Know When to Hold ‘Em: 5 Tips on Salary Negotiation

Know When to Hold 'Em: 5 Tips on Salary Negotiation

Though poker is a game anyone can play, relatively few women seem comfortable at the poker table. Similarly, few women seem comfortable taking a seat at the negotiating table. I am a woman who's won a poker tournament or two, and though I'm not exactly proud of my hours spent in dimly lit rooms at games lasting far past my bedtime, poker has helped me to cultivate skills that have served me well in my career. One important skill I've learned is negotiating salary. When preparing for a salary negotiation, I've learned over time that it's important to stay calm, hold your cards close, and, most importantly, don't leave money on the table. These five lessons from the poker table can be applied to your next salary negotiations. 

It's All About Position

Today is your day. You've just been offered a wonderful position at a fantastic company. However, the salary offered for the position is less than ideal. Suddenly your mind shifts focus to the question, "Can I negotiate this offer?" It's your action. You have to make the first move. In fact, employers expect you to negotiate. It's a common misconception for job seekers that the salary they're being offered is the only salary available to them. This is often not the case. Don't let your mindset get in your own way. Remember: you are in position. 

Keep a Poker Face

Too often, people think that salary negotiations need to be a battle; a game of me vs. my opponents. But games, like poker, are supposed to be fun. Salary negotiations may not be fun, but they can be a positive experience for everyone involved. This comes down to your attitude. Be calm, positive and confident while remaining humble and gracious. Employers want to see you be enthusiastic about the job offer. Share your excitement with the hiring manager before you play your hand.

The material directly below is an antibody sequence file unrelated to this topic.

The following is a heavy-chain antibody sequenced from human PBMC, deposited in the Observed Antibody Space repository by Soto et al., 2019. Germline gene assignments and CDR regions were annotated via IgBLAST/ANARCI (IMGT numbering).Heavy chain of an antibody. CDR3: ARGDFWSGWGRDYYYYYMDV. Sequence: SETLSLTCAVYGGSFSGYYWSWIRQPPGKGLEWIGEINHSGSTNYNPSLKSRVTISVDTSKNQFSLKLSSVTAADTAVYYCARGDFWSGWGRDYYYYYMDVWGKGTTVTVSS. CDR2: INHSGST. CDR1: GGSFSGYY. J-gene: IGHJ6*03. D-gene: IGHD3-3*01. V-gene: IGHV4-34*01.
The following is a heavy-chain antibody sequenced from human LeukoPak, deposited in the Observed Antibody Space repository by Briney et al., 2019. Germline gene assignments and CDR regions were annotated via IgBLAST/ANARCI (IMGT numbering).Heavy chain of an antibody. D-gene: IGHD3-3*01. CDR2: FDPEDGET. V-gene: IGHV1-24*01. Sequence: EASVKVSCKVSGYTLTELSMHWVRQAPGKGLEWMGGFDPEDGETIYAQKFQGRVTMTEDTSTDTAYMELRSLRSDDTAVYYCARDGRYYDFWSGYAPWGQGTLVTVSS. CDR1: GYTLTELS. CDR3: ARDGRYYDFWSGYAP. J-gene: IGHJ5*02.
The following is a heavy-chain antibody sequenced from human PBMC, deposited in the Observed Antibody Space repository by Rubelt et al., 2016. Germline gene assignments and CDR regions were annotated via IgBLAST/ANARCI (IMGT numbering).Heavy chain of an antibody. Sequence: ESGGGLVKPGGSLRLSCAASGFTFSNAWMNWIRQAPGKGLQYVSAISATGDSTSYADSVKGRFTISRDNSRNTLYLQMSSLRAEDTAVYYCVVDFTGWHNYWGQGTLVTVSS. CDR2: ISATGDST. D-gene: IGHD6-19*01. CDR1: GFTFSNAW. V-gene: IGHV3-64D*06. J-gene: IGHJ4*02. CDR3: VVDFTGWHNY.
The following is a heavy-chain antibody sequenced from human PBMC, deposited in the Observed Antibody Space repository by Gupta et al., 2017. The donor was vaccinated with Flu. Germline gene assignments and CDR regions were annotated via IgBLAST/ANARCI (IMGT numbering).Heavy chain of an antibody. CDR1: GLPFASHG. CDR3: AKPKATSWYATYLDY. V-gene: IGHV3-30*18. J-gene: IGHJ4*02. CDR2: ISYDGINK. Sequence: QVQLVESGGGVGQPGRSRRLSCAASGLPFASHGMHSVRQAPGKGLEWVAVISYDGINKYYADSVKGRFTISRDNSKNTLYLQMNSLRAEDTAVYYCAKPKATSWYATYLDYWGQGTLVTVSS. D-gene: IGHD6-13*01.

Count Your Chips: Know What You're Worth

Your salary negotiation should be driven by data, not your feelings. In order to succeed, poker players study away from the table. They have a deep understanding of what their hand is worth in each game-play scenario. When coming to the negotiating table, do your research to understand your market value. Being prepared can help you avoid leaving money on the table. 

Bet Your Value

All good poker players know that their livelihood depends on finding a good game. Similarly, a good employer recognizes that the success of their company relies on each employee's value-add. Your new employer is as excited about your value-add to their organization as you are about your new opportunity. You can use this mutual excitement as leverage to negotiate an even better offer. Be confident and demonstrate your value at the negotiating table.

Don't Be Afraid to Raise

You know you have a winning hand. Now, it's all about getting the most out of it. Don't be afraid to raise. It's important to understand that other benefits are negotiable besides pay. Before you begin negotiating, know which benefits, or lack thereof, are deal breakers for you. Find out what's on the table that can be included in negotiations. This can include signing and retention bonuses, medical insurance, vacation time, 401(k) contributions, paid leave, and less tangible benefits such as flextime and telecommuting options. Know your outs and think it through. 

This is a guest blog post by Jaimie Asakawa. Jaimie is an enthusiastic member of Metro EDGE and currently serves on the Communications Committee. She lives in Sacramento with her husband, Scott, and their kitten, Bob. While Jaimie aspires to make her mark on the Sacramento poker scene, her husband is the far better player.